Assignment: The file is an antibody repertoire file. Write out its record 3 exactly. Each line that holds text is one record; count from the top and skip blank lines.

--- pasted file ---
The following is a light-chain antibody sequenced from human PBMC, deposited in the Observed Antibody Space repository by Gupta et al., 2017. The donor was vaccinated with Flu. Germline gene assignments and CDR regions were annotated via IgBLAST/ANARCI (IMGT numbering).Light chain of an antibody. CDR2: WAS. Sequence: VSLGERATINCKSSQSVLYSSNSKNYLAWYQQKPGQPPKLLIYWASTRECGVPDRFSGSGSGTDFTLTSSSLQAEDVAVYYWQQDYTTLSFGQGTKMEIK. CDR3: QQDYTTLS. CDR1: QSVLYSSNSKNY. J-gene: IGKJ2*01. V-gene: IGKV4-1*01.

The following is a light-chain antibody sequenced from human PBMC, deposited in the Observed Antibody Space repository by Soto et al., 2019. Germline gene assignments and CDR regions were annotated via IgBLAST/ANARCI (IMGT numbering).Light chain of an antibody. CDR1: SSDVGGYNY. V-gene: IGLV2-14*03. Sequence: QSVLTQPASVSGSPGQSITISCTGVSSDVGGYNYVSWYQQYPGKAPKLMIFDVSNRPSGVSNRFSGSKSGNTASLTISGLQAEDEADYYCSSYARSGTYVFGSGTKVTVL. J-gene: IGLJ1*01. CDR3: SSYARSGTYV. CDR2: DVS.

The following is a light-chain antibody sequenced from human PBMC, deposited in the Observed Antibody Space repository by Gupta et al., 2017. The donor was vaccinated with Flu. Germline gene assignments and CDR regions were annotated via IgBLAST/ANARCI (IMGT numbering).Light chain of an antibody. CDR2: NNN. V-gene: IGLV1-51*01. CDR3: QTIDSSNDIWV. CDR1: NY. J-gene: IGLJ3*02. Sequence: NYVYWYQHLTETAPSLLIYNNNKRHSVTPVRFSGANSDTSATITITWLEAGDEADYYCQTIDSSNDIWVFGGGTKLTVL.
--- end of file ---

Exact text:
The following is a light-chain antibody sequenced from human PBMC, deposited in the Observed Antibody Space repository by Gupta et al., 2017. The donor was vaccinated with Flu. Germline gene assignments and CDR regions were annotated via IgBLAST/ANARCI (IMGT numbering).Light chain of an antibody. CDR2: NNN. V-gene: IGLV1-51*01. CDR3: QTIDSSNDIWV. CDR1: NY. J-gene: IGLJ3*02. Sequence: NYVYWYQHLTETAPSLLIYNNNKRHSVTPVRFSGANSDTSATITITWLEAGDEADYYCQTIDSSNDIWVFGGGTKLTVL.